Würzburg in Bavaria has been a UNESCO world cultural heritage site since 1981. The home of the Würzburg prince bishops was built between 1720 and 1744.
The former residence of the prince bishops of Würzburg, built between 1720 and 1744 and completed in 1780, is one of the most important palaces in Europe and has been designated a UNESCO world heritage site. It was designed by the then young and unknown architect Balthasar Neumann, who was commissioned by Prince Bishop Johann Philipp Franz von Schönborn.
The building embodies the attainments of Western architecture of its day, French château architecture, Viennese baroque and the religious and secular architecture of northern Italy and is a synthesis of the arts of astonishing universality. The owners were the Counts of Schönborn, and almost all the ecclesiastical princes from this dynasty had a passion for building. They influenced the planning not only through the level of splendour they demanded, but also through application of their own creative ideas and their astonishing professional knowledge.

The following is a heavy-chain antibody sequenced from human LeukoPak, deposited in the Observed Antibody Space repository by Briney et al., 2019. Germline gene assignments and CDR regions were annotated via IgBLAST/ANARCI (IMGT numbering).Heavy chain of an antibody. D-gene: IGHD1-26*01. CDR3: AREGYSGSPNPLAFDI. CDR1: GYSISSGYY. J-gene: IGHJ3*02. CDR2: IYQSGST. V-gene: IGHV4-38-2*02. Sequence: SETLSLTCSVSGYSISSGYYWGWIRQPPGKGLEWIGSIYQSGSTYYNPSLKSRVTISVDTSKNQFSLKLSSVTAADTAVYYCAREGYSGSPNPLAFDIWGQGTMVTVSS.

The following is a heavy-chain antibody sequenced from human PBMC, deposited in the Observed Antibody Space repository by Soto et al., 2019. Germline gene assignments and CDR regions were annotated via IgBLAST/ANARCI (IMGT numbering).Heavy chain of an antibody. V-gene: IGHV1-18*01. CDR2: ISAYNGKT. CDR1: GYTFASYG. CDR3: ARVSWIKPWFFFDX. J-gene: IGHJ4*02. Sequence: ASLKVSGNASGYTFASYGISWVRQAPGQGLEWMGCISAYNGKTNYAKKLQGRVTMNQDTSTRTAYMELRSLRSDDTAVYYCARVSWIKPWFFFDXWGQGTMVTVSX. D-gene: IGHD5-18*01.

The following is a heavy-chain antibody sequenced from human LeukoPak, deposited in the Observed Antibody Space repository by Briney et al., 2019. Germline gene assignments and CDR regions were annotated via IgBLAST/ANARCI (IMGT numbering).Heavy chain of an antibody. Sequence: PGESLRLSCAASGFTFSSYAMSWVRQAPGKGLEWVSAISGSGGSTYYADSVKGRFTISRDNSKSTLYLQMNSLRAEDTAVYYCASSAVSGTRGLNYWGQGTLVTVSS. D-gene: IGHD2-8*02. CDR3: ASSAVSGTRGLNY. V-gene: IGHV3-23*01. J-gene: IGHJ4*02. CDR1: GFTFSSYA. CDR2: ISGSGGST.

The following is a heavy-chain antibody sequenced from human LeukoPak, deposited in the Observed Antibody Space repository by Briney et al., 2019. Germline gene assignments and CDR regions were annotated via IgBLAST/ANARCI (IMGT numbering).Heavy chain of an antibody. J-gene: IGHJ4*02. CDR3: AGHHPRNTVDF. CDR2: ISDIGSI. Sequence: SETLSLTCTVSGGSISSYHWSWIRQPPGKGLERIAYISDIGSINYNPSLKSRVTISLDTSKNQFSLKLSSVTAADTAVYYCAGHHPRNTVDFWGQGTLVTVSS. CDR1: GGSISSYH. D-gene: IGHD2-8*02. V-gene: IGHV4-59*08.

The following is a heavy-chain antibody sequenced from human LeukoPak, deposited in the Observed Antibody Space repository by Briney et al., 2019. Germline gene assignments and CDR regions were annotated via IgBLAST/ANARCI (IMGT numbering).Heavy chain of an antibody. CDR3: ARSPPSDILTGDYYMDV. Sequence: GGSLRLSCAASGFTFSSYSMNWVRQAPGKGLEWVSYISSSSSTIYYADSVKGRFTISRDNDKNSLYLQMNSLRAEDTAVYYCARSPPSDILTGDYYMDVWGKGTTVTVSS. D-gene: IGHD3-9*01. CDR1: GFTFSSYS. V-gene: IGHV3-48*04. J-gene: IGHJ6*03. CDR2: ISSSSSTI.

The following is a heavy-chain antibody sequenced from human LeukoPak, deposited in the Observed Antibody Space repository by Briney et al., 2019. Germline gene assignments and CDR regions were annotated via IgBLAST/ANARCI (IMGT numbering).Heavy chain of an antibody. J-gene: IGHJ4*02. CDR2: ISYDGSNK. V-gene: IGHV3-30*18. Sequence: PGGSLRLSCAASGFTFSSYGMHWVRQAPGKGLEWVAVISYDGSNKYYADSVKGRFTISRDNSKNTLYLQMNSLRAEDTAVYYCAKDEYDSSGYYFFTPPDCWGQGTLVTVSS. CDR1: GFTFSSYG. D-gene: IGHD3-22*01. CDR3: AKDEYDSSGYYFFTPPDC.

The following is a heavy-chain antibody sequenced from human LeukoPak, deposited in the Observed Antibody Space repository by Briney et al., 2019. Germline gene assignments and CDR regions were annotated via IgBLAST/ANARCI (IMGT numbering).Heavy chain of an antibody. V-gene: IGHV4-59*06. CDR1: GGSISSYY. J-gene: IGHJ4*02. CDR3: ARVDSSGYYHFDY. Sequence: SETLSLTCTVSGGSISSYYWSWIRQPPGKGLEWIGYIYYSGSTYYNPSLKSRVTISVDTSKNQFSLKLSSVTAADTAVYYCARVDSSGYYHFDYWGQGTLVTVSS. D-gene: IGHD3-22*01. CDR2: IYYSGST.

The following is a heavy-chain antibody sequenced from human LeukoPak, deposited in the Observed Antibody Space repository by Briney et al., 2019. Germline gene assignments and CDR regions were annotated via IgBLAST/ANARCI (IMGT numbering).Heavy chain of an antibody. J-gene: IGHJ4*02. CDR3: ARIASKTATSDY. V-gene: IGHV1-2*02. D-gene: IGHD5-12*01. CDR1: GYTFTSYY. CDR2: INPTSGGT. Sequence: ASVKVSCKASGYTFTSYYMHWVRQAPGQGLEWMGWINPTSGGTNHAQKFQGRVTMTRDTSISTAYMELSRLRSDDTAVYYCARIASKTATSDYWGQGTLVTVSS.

The famous staircase with its unsupported vaulted ceiling features a recently restored fresco by the Venetian painter Giovanni Battista Tiepolo. A walk through the palace garden offers a chance to enjoy art as well as nature.